Having clear structure and guidelines on how to verbally and visually portray these brand architectural relationships not only makes on-going brand management easier and more effective, but also helps to build up product line brand equity for future product extension, as illustrated by Knorr example below. Flexibility removes constraint and operational challenges but it usually comes at an expense of a more consistent and strong brand equity.
The next time, before you jump into ‘creating a new sub-brand’ with its own name and design identity system in hopes of getting more eyeball, stop and think through the above five points from the perspective of brand architecture strategy. Is creating a new sub-brand really the right way to go? Are you applying the best solution to leverage existing brand equity? Perhaps, the review might just point you in the opposite direction.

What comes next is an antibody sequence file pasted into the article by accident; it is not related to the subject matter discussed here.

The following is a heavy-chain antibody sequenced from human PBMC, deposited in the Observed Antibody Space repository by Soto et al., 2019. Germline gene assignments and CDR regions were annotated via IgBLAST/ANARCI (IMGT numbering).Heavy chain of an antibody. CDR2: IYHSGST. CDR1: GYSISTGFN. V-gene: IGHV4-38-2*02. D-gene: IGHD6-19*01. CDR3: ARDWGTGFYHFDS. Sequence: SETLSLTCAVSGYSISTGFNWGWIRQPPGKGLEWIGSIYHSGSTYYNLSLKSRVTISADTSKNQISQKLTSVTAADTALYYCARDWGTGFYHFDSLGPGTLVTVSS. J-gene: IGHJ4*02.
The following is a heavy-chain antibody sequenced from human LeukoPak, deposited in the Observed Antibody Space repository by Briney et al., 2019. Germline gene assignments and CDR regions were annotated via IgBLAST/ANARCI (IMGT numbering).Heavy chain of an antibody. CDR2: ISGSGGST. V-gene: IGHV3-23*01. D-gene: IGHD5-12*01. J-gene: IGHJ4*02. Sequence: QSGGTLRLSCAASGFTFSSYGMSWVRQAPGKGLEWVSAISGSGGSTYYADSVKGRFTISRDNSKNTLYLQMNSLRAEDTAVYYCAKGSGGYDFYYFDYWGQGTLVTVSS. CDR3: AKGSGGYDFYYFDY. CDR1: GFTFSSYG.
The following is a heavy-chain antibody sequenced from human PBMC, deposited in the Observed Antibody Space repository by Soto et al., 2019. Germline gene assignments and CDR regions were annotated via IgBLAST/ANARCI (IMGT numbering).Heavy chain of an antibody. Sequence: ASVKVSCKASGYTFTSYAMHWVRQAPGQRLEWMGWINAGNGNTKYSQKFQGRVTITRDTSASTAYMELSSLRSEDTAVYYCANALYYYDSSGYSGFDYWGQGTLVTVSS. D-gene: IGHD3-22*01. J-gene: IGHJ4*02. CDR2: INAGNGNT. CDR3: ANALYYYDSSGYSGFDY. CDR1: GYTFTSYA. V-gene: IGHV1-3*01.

Having a well-laid out strategy is half the battle won. Investing in a well-thought through brand architecture strategy can help to lay the foundation for long-term targeted brand growth. It’s time to give brand architecture its deserving attention and make decision-making clearer for the consumers.